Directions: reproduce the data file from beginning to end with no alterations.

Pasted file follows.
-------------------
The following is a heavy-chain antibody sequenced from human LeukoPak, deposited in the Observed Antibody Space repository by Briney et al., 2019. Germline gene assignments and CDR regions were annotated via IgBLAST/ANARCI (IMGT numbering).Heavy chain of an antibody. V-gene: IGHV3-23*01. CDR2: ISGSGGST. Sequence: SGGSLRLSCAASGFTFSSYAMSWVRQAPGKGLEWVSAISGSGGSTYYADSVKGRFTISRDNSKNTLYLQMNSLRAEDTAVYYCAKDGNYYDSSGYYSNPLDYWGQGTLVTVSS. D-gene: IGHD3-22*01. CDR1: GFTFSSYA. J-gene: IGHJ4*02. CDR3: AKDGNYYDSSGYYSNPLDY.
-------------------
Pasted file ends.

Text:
The following is a heavy-chain antibody sequenced from human LeukoPak, deposited in the Observed Antibody Space repository by Briney et al., 2019. Germline gene assignments and CDR regions were annotated via IgBLAST/ANARCI (IMGT numbering).Heavy chain of an antibody. V-gene: IGHV3-23*01. CDR2: ISGSGGST. Sequence: SGGSLRLSCAASGFTFSSYAMSWVRQAPGKGLEWVSAISGSGGSTYYADSVKGRFTISRDNSKNTLYLQMNSLRAEDTAVYYCAKDGNYYDSSGYYSNPLDYWGQGTLVTVSS. D-gene: IGHD3-22*01. CDR1: GFTFSSYA. J-gene: IGHJ4*02. CDR3: AKDGNYYDSSGYYSNPLDY.